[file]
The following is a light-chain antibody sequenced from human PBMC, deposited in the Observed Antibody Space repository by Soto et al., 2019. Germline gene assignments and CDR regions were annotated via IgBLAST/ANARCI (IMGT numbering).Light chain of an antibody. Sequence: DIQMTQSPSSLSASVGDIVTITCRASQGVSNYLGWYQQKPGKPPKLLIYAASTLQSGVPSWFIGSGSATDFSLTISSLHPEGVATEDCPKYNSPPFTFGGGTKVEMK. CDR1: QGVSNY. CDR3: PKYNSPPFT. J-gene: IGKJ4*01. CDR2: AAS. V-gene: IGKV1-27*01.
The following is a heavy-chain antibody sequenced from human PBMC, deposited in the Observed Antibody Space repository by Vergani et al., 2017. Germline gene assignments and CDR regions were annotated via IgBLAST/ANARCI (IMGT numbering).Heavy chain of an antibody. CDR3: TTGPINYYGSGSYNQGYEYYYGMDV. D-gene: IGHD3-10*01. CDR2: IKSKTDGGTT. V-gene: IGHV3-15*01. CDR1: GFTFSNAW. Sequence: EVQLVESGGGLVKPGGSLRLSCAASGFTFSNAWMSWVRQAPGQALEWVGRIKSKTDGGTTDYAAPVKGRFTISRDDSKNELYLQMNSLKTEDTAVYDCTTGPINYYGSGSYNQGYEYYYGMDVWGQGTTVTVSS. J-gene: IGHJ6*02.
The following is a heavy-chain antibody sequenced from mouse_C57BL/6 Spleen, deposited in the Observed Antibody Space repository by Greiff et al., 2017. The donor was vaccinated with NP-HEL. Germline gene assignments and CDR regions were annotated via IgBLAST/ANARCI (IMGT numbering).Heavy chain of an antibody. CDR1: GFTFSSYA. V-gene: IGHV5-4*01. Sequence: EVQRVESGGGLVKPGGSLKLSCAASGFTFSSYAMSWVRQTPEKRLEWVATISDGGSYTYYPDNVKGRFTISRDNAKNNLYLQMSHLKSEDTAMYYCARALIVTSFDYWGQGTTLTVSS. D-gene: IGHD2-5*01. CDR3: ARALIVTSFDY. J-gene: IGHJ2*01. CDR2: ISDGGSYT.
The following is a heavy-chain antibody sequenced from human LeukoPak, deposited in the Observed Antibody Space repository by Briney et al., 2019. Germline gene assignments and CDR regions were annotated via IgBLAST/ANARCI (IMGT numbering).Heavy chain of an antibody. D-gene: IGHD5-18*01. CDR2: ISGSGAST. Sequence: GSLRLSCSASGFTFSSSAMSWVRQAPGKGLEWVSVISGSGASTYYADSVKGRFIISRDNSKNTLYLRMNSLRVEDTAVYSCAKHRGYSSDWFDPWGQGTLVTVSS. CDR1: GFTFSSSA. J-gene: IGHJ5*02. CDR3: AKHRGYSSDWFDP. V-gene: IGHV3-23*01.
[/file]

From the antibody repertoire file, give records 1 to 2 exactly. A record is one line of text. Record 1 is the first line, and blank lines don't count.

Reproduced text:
The following is a light-chain antibody sequenced from human PBMC, deposited in the Observed Antibody Space repository by Soto et al., 2019. Germline gene assignments and CDR regions were annotated via IgBLAST/ANARCI (IMGT numbering).Light chain of an antibody. Sequence: DIQMTQSPSSLSASVGDIVTITCRASQGVSNYLGWYQQKPGKPPKLLIYAASTLQSGVPSWFIGSGSATDFSLTISSLHPEGVATEDCPKYNSPPFTFGGGTKVEMK. CDR1: QGVSNY. CDR3: PKYNSPPFT. J-gene: IGKJ4*01. CDR2: AAS. V-gene: IGKV1-27*01.
The following is a heavy-chain antibody sequenced from human PBMC, deposited in the Observed Antibody Space repository by Vergani et al., 2017. Germline gene assignments and CDR regions were annotated via IgBLAST/ANARCI (IMGT numbering).Heavy chain of an antibody. CDR3: TTGPINYYGSGSYNQGYEYYYGMDV. D-gene: IGHD3-10*01. CDR2: IKSKTDGGTT. V-gene: IGHV3-15*01. CDR1: GFTFSNAW. Sequence: EVQLVESGGGLVKPGGSLRLSCAASGFTFSNAWMSWVRQAPGQALEWVGRIKSKTDGGTTDYAAPVKGRFTISRDDSKNELYLQMNSLKTEDTAVYDCTTGPINYYGSGSYNQGYEYYYGMDVWGQGTTVTVSS. J-gene: IGHJ6*02.